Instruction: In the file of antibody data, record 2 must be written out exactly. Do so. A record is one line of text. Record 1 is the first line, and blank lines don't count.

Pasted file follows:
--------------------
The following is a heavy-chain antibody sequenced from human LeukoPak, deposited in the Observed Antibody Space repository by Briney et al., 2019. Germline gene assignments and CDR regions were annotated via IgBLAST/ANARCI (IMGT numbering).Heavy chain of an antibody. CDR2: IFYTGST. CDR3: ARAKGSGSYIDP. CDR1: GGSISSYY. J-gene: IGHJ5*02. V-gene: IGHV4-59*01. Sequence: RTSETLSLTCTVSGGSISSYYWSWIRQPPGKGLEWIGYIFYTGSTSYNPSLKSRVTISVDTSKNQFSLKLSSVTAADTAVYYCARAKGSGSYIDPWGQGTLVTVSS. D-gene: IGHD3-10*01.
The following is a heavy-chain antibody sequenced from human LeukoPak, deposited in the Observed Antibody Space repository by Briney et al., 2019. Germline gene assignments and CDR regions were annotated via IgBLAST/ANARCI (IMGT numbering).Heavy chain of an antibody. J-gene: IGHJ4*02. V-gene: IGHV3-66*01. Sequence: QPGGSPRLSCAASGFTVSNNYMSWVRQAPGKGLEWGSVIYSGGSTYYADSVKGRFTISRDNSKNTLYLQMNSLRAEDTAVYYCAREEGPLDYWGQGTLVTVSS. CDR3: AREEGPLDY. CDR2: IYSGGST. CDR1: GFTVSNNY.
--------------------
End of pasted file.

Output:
The following is a heavy-chain antibody sequenced from human LeukoPak, deposited in the Observed Antibody Space repository by Briney et al., 2019. Germline gene assignments and CDR regions were annotated via IgBLAST/ANARCI (IMGT numbering).Heavy chain of an antibody. J-gene: IGHJ4*02. V-gene: IGHV3-66*01. Sequence: QPGGSPRLSCAASGFTVSNNYMSWVRQAPGKGLEWGSVIYSGGSTYYADSVKGRFTISRDNSKNTLYLQMNSLRAEDTAVYYCAREEGPLDYWGQGTLVTVSS. CDR3: AREEGPLDY. CDR2: IYSGGST. CDR1: GFTVSNNY.